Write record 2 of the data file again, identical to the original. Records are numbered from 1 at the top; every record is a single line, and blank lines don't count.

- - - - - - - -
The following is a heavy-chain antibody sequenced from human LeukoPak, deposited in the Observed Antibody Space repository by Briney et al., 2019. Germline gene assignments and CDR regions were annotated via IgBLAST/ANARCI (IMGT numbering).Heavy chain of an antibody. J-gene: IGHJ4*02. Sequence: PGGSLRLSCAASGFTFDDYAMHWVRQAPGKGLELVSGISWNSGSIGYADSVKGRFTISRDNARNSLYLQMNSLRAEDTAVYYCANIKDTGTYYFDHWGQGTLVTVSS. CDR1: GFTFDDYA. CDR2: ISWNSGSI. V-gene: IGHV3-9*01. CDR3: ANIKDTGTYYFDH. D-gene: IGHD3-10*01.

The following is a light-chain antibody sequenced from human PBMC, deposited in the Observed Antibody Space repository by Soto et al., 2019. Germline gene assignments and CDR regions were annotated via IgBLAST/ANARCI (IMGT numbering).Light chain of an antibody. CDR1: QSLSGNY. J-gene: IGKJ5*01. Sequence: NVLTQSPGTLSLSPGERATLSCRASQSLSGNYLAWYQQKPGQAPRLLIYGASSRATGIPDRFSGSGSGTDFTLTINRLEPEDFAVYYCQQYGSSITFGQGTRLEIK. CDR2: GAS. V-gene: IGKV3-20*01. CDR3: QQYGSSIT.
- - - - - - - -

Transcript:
The following is a light-chain antibody sequenced from human PBMC, deposited in the Observed Antibody Space repository by Soto et al., 2019. Germline gene assignments and CDR regions were annotated via IgBLAST/ANARCI (IMGT numbering).Light chain of an antibody. CDR1: QSLSGNY. J-gene: IGKJ5*01. Sequence: NVLTQSPGTLSLSPGERATLSCRASQSLSGNYLAWYQQKPGQAPRLLIYGASSRATGIPDRFSGSGSGTDFTLTINRLEPEDFAVYYCQQYGSSITFGQGTRLEIK. CDR2: GAS. V-gene: IGKV3-20*01. CDR3: QQYGSSIT.